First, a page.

‘ISIS is here, the Muslim Brotherhood is here’

In recent months, rhetoric over Muslims and refugees has become especially heated.

In December, presumptive Republican presidential nominee Donald Trump called on the federal government to enact a “total and complete ban” of Muslims from entering the United States.

A Washington Post-ABC News poll conducted weeks earlier, after the Paris terrorist attacks, found that 54 percent of respondents opposed taking in refugees from conflicts in Syria and other Middle Eastern countries after screening them for security. Forty percent opposed this “strongly.” Opposition to accepting refugees was even higher (68 percent) among respondents in rural areas.

At a city council meeting in Twin Falls earlier this month, some community members confronted local officials about Muslims and refugees in the area.

“I feel like Twin Falls should be — I’m not a racist or a white supremacist — but they should be profiling,” said one man. “It works. I mean, if the last two mass shootings have been committed by Muslims, why aren’t we profiling Muslims? It makes sense, doesn’t it?”

Said another: “I’m just alerting you to the facts that if you don’t get your head wired to your posterior, you folks are going to be with a mic in front of your face trying to answer questions about Islam, the Koran, the Hadith, the Sunnah, and you’re going to act like a bunch of morons because you don’t have a clue as to what’s going on in this community, and other communities that are receiving refugees.

“ISIS is here; the Muslim Brotherhood is here,” the man continued. “There’s been violations already occurred by Muslims here and it needs to be addressed, and if you don’t address it, there’s going to be heck to pay.”

“I am infuriated by this act of horrific brutality,” Seth Willard Robert wrote on a Facebook community devoted to the victim that quickly evolved into a forum on politics and religion. “It is the way of Sharia-Law. It cannot, will not, nor should ever be tolerated. This young girl is only the first victim of this terror. It is not race that bothers me, it is culture and way of life.”

Some conservative media outlets reported that Muslim refugees had been involved in hit-and-run incidents and were witnessed spitting on non-Muslims in the area.

“Residents in Twin Falls have been worried about the impact of an increasing influx of refugees, many from jihad-coddling countries, over the past several years,” conservative commentator Michelle Malkin wrote this week. “Their concerns about crime, welfare, health care, and schools echo those of communities across the country that are bearing the coercive brunt of Beltway bleeding hearts’ refugee-resettlement policies enacted in a shroud of secrecy.”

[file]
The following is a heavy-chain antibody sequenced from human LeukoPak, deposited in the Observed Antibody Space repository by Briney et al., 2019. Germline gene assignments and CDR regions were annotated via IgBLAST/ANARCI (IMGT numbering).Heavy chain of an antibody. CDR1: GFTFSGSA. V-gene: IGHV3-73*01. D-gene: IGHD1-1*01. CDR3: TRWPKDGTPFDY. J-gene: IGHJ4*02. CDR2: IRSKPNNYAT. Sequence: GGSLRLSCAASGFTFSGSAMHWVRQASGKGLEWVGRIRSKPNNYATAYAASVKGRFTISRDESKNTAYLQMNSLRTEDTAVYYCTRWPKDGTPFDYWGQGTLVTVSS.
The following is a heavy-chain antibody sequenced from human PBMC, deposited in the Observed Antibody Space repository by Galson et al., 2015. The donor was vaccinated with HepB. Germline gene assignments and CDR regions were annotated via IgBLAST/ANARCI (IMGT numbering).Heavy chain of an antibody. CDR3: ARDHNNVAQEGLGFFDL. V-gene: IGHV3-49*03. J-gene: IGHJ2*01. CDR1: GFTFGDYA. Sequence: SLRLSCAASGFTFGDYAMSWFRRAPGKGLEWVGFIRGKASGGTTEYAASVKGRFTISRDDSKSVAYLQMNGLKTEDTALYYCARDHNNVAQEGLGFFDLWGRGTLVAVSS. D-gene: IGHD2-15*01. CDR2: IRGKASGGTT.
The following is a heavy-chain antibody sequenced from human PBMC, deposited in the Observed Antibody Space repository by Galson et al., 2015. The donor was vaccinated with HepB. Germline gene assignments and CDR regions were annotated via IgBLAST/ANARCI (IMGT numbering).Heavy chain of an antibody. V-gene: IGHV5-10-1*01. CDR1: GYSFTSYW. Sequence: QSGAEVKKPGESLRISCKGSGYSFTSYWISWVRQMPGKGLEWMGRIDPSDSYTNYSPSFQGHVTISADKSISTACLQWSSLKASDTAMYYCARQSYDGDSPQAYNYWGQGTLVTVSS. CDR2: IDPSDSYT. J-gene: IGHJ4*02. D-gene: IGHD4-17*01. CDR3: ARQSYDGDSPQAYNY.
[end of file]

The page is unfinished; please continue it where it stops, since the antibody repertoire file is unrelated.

‘We don’t know where this Syrian piece has come from.’

Since the beginning of the 2011 fiscal year, 57 Syrian refugees have been resettled to Idaho, yet some websites claim that hundreds of Syrian refugees have resettled in the state.

No Syrian refugees have been resettled in Twin Falls.

City manager Travis Rothweiler told The Washington Post that he wasn’t sure how the rumors connecting the incident to Syrian refugees began.

“We don’t know where this Syrian piece has come from,” he said. “Because the individuals who have presented before the city council have always talked about refugees with an Islamic faith or background. So the piece about Syria and its connection is one that I just, I can’t answer.”

A headline on Infowars read: “Report: Three Syrian ‘Refugees’ Rape Little Girl at Knifepoint in Idaho.” The report was from the Creeping Sharia blog, which cited a post on Behind My Back under the headline: “Fear of Terrorism in Idaho?”

The suspects taken into custody were from Sudan and Iraq. Little else is known about their backgrounds.

​Since 2011, 842 Iraqi refugees have been resettled in Idaho, with 216 of them resettling in Twin Falls, according to figures from the federal government’s Refugee Processing Center. Another 213 Sudanese refugees have been resettled in Idaho, including 161 in Twin Falls.